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Proof That China Is Serious About Financial Reform

The Chinese central bank has finally granted Qualified Foreign Institutional Investors (QFII) access to its onshore interbank bond market.

The China Securities Regulatory Commission (CSRC) first revised rules to allow QFIIs to invest in the interbank bond market nearly nine months ago. But the Chinese central bank is the main regulator of the market, and only just granted them access. Until now, QFII’s could only invest in equities and exchange traded bonds. 

Remember, bonds are traded in the interbank, exchange market, and over-the-counter (OTC) market in China, but the interbank bond market accounts for 95 per cent of all onshore bonds, according to Bank of America’s Ting Lu.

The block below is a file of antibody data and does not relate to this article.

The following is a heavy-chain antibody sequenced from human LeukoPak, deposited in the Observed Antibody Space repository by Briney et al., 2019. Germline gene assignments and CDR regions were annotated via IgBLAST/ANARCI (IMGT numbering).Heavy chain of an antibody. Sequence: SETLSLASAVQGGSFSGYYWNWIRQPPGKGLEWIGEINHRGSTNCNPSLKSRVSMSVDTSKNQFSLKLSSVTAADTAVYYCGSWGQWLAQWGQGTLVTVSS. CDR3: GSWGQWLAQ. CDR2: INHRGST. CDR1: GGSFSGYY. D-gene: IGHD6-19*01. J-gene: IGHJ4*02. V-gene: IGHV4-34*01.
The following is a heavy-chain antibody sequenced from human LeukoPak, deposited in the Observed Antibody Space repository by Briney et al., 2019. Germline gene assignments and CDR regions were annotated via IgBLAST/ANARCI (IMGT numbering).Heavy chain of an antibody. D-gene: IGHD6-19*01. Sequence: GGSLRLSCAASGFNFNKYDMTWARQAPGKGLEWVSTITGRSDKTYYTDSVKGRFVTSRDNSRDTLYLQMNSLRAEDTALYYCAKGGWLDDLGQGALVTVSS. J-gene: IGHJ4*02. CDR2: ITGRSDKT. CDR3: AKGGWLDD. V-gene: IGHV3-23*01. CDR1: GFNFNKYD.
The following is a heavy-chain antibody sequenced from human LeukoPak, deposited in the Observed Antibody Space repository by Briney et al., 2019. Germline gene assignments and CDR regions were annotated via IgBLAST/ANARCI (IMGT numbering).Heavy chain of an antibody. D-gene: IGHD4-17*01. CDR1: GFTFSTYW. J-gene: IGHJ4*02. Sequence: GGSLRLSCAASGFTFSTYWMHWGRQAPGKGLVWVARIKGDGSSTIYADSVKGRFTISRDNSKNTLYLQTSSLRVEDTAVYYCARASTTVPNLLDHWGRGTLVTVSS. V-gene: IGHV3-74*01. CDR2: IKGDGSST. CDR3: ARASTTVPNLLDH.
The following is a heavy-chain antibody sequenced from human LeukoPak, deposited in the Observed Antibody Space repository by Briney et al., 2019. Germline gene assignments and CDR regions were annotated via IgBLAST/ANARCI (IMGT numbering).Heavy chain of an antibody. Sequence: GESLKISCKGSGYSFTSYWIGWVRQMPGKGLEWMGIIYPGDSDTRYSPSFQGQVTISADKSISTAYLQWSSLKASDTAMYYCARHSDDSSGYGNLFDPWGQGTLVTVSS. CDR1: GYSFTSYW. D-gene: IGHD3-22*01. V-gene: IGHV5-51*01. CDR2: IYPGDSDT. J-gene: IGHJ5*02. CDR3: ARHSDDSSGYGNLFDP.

For China, developing the bond market has been a way of reducing the risks in the banking sector. For investors, they get to tap into China’s bond market, which is the third largest bond market in the world.

Between August 2012 and February 2013, foreigners’ bond holdings have increased 110 per cent, from 92 billion yuan to 192.8 billion yuan, according to Lu.

bonds held by foreigners in Chinese interbank market

So far, the biggest players here were foreign central banks, renminbi clearing banks, and Renminbi Qualified Foreign Institutional Investor (RQFII). Remember the RQFII is based in renminbi and is geared towards retail investors, while the QFII is based in U.S. dollars and targets institutional investors.

What’s more? When China announces reforms, many question whether it will actually follow through with them. This shows that China is serious about loosening its capital controls.

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